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Subject: Cognitive biases and logical fallacies in gamers rss

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What are some common cognitive biases or logical fallacies that we geeks reiterate daily on these forums? Post your favorites or just some interesting thoughts on the subject.

These are some common statements that I think might be influenced by logical fallacies, or so it seems to me.

(1) "Dice hate me!"

They don't, you're probably just making conclusions from a small sample where you had a below-average run. AND our brains for some reason are programmed to remember bad events better than good events, which doesn't help.

(2) Gambler's fallacy. Like in, "Come on, I'm sure I can't roll a 1 again... What? A 1 again?! Okay, I'm rerolling one last time, and there is NO WAY I'm going to roll a 1 three times in a row! What are the odds of that?!"

The chances of rolling a 1 did not change after your rolled a 1 X many times in a row. You're still going to get a 1 just as often as any other result. This is a very common fallacy, it's just the way our brain works, and it's the reason why casinos make so much money.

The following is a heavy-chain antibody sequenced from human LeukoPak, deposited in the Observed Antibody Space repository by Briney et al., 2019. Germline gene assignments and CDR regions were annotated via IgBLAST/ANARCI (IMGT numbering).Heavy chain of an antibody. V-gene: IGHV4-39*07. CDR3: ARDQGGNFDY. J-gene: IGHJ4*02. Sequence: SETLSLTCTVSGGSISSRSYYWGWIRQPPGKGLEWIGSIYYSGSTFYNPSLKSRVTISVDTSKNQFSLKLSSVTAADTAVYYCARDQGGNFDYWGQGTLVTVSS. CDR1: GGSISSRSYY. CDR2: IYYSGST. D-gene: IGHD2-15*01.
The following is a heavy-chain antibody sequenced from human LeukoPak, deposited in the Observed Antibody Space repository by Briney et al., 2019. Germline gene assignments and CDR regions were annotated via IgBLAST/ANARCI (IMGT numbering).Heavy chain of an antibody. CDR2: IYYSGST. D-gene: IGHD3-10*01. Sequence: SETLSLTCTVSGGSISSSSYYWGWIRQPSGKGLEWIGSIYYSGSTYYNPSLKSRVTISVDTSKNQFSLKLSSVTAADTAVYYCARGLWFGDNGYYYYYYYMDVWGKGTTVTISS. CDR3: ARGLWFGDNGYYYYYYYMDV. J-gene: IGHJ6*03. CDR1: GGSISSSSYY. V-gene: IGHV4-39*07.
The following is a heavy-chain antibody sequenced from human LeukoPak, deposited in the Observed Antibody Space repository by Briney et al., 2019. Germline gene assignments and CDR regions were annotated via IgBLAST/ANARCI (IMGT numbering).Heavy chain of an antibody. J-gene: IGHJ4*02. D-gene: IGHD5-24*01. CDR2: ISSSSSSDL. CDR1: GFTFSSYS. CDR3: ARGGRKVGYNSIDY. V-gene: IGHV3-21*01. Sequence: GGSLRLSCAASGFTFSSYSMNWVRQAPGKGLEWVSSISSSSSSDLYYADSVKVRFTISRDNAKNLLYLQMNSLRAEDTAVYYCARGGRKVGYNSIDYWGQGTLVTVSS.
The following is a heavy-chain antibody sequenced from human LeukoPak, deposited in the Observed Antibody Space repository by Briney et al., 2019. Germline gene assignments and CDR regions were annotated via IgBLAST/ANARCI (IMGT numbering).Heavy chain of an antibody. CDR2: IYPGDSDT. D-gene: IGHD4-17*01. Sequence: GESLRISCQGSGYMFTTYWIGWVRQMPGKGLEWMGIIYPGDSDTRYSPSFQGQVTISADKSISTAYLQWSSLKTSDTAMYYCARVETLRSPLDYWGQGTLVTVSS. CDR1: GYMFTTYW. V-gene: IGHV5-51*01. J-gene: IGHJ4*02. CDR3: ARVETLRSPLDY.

(3) Bad luck of the draw. Like in, "I don't like co-ops, because bad luck of the draw can ruin your chances to win."

These cards are bad intentionally, and they are an important part of the game's difficulty. It is not bad luck that you drew them, you were supposed to draw them by the designer, and they were supposed to hit you if you're not prepared! Rather, think about it this way: you were lucky in those games where you did not draw any cards that made it hard for you.